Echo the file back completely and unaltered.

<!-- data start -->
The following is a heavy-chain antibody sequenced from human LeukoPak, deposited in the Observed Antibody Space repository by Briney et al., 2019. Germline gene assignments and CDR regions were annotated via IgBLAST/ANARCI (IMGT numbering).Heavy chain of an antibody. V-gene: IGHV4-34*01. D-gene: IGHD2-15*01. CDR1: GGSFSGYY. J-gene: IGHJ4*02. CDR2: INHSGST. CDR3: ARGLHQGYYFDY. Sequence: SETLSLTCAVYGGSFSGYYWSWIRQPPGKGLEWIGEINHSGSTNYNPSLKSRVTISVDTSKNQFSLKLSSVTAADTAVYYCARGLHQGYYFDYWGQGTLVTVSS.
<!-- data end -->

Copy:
The following is a heavy-chain antibody sequenced from human LeukoPak, deposited in the Observed Antibody Space repository by Briney et al., 2019. Germline gene assignments and CDR regions were annotated via IgBLAST/ANARCI (IMGT numbering).Heavy chain of an antibody. V-gene: IGHV4-34*01. D-gene: IGHD2-15*01. CDR1: GGSFSGYY. J-gene: IGHJ4*02. CDR2: INHSGST. CDR3: ARGLHQGYYFDY. Sequence: SETLSLTCAVYGGSFSGYYWSWIRQPPGKGLEWIGEINHSGSTNYNPSLKSRVTISVDTSKNQFSLKLSSVTAADTAVYYCARGLHQGYYFDYWGQGTLVTVSS.